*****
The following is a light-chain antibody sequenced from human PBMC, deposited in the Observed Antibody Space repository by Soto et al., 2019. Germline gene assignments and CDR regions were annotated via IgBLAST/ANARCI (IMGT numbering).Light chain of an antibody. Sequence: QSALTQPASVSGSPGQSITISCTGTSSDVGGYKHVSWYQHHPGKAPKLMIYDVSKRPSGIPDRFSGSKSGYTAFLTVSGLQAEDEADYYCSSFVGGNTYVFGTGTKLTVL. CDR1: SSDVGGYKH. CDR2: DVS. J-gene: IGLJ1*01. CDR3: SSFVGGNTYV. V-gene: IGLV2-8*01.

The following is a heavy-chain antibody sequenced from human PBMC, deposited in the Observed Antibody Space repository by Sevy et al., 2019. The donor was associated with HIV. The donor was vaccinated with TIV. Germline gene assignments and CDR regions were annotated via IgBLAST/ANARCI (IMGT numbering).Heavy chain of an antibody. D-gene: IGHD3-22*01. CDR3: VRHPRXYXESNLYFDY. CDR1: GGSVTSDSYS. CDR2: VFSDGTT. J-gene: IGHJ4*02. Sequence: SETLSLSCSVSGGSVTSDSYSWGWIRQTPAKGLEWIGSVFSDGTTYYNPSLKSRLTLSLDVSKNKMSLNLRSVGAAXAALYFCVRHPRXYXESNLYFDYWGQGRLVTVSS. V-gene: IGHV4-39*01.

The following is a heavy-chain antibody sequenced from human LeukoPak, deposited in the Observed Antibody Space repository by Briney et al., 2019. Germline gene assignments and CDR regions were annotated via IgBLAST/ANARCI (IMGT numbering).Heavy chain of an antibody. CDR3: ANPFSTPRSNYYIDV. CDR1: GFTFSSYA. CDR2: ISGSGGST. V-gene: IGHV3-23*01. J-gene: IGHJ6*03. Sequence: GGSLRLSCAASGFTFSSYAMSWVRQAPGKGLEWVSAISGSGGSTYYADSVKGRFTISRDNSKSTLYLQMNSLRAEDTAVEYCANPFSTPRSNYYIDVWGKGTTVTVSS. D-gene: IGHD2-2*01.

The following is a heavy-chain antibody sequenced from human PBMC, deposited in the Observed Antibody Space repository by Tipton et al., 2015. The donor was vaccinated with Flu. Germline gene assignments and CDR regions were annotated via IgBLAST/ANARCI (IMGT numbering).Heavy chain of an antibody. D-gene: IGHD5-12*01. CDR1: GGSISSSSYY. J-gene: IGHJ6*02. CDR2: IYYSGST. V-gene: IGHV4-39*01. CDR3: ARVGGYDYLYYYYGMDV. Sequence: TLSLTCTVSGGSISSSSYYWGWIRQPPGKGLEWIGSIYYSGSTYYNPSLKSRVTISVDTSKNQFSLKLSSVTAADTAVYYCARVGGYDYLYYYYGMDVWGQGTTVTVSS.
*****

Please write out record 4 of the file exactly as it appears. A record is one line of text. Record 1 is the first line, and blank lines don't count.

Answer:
The following is a heavy-chain antibody sequenced from human PBMC, deposited in the Observed Antibody Space repository by Tipton et al., 2015. The donor was vaccinated with Flu. Germline gene assignments and CDR regions were annotated via IgBLAST/ANARCI (IMGT numbering).Heavy chain of an antibody. D-gene: IGHD5-12*01. CDR1: GGSISSSSYY. J-gene: IGHJ6*02. CDR2: IYYSGST. V-gene: IGHV4-39*01. CDR3: ARVGGYDYLYYYYGMDV. Sequence: TLSLTCTVSGGSISSSSYYWGWIRQPPGKGLEWIGSIYYSGSTYYNPSLKSRVTISVDTSKNQFSLKLSSVTAADTAVYYCARVGGYDYLYYYYGMDVWGQGTTVTVSS.